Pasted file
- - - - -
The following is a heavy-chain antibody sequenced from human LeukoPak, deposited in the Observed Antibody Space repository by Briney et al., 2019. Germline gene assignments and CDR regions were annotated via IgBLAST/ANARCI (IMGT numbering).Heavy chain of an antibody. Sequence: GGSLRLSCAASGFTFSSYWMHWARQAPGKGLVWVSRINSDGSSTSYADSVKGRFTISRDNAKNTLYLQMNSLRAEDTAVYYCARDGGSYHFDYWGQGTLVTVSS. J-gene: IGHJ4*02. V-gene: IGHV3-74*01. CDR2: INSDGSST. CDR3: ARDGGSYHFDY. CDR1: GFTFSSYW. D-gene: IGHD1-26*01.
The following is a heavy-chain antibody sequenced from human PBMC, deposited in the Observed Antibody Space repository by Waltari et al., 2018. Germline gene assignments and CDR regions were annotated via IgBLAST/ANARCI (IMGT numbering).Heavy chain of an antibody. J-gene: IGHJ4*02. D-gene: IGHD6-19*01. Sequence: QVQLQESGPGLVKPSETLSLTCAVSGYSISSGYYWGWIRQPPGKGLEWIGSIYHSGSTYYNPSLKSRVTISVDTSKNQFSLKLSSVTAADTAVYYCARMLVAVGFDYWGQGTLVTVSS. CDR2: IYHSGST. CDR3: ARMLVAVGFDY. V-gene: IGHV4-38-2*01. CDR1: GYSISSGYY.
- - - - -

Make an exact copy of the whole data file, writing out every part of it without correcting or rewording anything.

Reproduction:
The following is a heavy-chain antibody sequenced from human LeukoPak, deposited in the Observed Antibody Space repository by Briney et al., 2019. Germline gene assignments and CDR regions were annotated via IgBLAST/ANARCI (IMGT numbering).Heavy chain of an antibody. Sequence: GGSLRLSCAASGFTFSSYWMHWARQAPGKGLVWVSRINSDGSSTSYADSVKGRFTISRDNAKNTLYLQMNSLRAEDTAVYYCARDGGSYHFDYWGQGTLVTVSS. J-gene: IGHJ4*02. V-gene: IGHV3-74*01. CDR2: INSDGSST. CDR3: ARDGGSYHFDY. CDR1: GFTFSSYW. D-gene: IGHD1-26*01.
The following is a heavy-chain antibody sequenced from human PBMC, deposited in the Observed Antibody Space repository by Waltari et al., 2018. Germline gene assignments and CDR regions were annotated via IgBLAST/ANARCI (IMGT numbering).Heavy chain of an antibody. J-gene: IGHJ4*02. D-gene: IGHD6-19*01. Sequence: QVQLQESGPGLVKPSETLSLTCAVSGYSISSGYYWGWIRQPPGKGLEWIGSIYHSGSTYYNPSLKSRVTISVDTSKNQFSLKLSSVTAADTAVYYCARMLVAVGFDYWGQGTLVTVSS. CDR2: IYHSGST. CDR3: ARMLVAVGFDY. V-gene: IGHV4-38-2*01. CDR1: GYSISSGYY.